I actually got into an argument with the owner on Reddit after he claimed I stole his content, when in fact, all of this content here is 100% legit and actually veritable since I’m not running a VPN review site scam. He actually deleted his account since I caught him red-handed advertising his affiliate website.

#5 Watch out for “Shitty” Stacksocial Scams and Third Party Websites

Heard of Stacksocial? Well, hopefully you haven’t used their site anytime soon since they are one of the biggest VPN scam websites on the internet right now.

Firstly, in order to buy a VPN on their site, it’s usually a lifetime subscription, and we already outlined how those are usually default scams and tricks due to sketchy “discounts” and subscriptions that can be canceled with fine print.

Secondly, you have to give your private information, and banking details to a third party website that is in no shape or form a privacy anonymity service like a VPN company. Why would a VPN company partner with Stacksocial? They obviously don’t value anonymity. If you can find ANY VPN selling on Stacksocial, automatically disregard and don’t use it if you value your operational security.

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8 Replies to “How to Avoid VPN Scams in 2017-2018”

  1. Like a complete idiot, I was scammed today and I can’t believe I’d fall for it after knowing so well the state of the vpn market. I started off years ago, wet behind the ears and bought a stacksocial lifetime vpn! Then, after proper research I realised basically what you wrote above (that lifetime vpns are useless). So after going through a few more. I finally settled, mainly through learning from thatoneprivacyguy. I settled on what I think is a pretty good vpn, albeit a little put off by their slightly strange forum users! Then today, I got interested in an article about virtual locations, from none other than… Restore privacy!! For some strange reason, I bought one of his recommendations, I would never normally fall for this but the website seemed quite authoritative, and I bought! Annoyed with myself now. I understand why you haven’t put a recommendation on here, and I commend you for that. I’d really appreciate a private message though, that way, you don’t damage your integrity and I don’t end up with a crap vpn! Thanks for the article, it’s very well written and will hopefully help a newbie or two.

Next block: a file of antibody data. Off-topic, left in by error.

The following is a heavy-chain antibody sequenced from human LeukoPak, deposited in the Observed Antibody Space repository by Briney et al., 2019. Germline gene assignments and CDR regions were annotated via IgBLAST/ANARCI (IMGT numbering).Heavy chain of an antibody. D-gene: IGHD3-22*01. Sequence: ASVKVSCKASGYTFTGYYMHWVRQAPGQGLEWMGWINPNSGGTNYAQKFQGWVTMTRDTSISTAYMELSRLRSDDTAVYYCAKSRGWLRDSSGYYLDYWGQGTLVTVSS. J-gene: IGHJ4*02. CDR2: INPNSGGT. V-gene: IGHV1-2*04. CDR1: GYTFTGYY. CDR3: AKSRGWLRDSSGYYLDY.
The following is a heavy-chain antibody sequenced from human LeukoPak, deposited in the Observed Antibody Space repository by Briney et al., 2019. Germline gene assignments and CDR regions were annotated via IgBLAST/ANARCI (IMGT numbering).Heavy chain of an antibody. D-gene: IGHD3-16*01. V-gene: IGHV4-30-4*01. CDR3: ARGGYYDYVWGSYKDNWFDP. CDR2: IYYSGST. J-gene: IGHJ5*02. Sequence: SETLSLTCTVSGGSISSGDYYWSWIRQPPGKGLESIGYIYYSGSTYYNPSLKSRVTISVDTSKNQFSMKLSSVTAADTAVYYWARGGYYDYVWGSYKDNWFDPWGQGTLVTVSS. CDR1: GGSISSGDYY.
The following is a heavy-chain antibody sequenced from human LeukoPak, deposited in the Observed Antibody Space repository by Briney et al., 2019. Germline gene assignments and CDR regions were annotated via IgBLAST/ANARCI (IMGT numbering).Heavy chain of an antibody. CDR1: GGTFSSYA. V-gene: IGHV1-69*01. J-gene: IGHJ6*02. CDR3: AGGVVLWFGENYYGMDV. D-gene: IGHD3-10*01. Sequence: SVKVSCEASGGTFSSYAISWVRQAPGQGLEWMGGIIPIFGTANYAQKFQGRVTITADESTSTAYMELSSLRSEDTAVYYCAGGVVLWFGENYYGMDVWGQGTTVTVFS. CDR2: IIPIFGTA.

2. Greatly appreciated article, you have no idea. Searching for a trustworthy vpn has been one of the most difficult endeavors Ive had recently. You are clearly in the “know” and the article confirmed many of my fears but because Im not deep into the computer world much I truly have no idea where to turn at this point. Im in a bit of a pickle because I admire your lack of vpn recommendations, as its the only site Ive come across that has not recommended a vpn after an article like this, and it creates a bit of the hopeful credibility Ive been so desperate to find. On the other hand, I have no clue where to go to find answers lol. No clue at all. Ive searched everything I can possibly think of and because Im not even that sure what or how to educate myself properly Im left overwhelmed and frozen.

    You said:
    “If a website even has “VPN reviews” or even a chart with information about speeds and policies (it is very hard to prove ANY information about a VPN), that’s already a sign some bias is involved. Don’t trust these sites–please.”

    But I cant find any without that, or at least some form of that. And the ones that seem to have the least amount of that seem far less trustworthy than the actual scam ones lol.

    I dont mind doing the work in researching this, but is there a chance you could help put me on the right path? A good starting point?

    Man Im just lost and could really use your help. Thanks again for the article and I do understand if you do not feel comfortable giving any more direction in the matter, I just figured it couldnt hurt to ask 🙂 Thanks again!!

    P.S. Don’t bother replying Ripoff Reporter — your comment and suggestion is exactly what we are avoiding.